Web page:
The Six-Day War had many long term implications on the region. Jordan’s decision to join the fighting exacerbated the refugee problem by prompting some inhabitants of the West Bank to cross the Jordan river to the “East Bank” of Jordan.

Some of these displaced people were able to return to Israeli-controlled West Bank and, along with their neighbors, witnessed unprecedented economic growth over the course of the next two decades. Israeli investment into the infrastructure of the West Bank and the Gaza Strip, coupled with policies that allowed Arabs to move freely increased the standard of living of Palestinians, who were now able to work both in Israel and in the oil rich countries in the Middle East.

Despite this relative prosperity and years of quiet under Israeli occupation, many Palestinians — and especially their leadership abroad, the PLO — were interested neither in continued occupation nor a state of their own alongside Israel. (The PLO insisted that Palestine should relace, rather than co-exist with, Israel.) With growing unrest in the territories came greater restrictions. Violent uprisings, often targeting Israeli civilians, prompted increasing Israeli security measures. These in turn led to an increasingly burdensome occupation. Eventually, peace with Egypt allowed Israel give up the Sinai Peninsula. A subsequent Israeli withdrawal from the Gaza Strip without a peace treaty failed to end violence against Israel from that territory.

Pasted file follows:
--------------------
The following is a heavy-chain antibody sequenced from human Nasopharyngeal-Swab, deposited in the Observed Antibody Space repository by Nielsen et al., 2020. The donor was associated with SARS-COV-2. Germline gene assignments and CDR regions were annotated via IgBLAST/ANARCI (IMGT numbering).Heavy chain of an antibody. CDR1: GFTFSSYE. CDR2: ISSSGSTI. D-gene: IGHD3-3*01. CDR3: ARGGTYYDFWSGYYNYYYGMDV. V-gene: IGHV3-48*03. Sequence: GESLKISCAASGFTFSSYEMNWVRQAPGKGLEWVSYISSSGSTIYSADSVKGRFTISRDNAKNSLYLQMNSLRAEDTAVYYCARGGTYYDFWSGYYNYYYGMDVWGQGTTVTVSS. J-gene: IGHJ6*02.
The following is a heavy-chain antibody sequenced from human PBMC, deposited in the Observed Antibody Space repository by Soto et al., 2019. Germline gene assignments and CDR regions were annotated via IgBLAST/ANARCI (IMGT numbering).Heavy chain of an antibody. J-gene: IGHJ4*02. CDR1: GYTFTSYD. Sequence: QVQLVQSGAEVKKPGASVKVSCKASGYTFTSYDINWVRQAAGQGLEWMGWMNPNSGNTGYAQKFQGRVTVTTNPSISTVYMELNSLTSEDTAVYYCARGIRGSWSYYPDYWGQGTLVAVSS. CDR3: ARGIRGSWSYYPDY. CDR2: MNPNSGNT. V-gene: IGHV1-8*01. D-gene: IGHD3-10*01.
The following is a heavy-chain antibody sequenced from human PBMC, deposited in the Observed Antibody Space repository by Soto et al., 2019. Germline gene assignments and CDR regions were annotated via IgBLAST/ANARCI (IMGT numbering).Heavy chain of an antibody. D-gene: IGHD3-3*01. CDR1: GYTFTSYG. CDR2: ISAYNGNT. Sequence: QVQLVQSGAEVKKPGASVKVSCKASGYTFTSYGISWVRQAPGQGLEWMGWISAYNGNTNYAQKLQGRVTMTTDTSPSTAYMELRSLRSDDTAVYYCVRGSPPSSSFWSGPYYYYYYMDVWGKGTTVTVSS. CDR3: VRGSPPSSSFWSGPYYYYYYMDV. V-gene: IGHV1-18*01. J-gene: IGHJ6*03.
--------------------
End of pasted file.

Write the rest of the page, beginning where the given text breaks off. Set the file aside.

The war also put a strain on Christian-Jewish relations in the U.S. as some Jewish leaders faulted Christian institutions for not speaking out against Arab enmity toward Israel in the weeks before the war. Christian publications initially acknowledged Arab responsibility for the war, but by 1968, Christian commentators and activists started using different lens — one of Arab innocence and Zionist culpability — to interpret the Arab-Israeli conflict.

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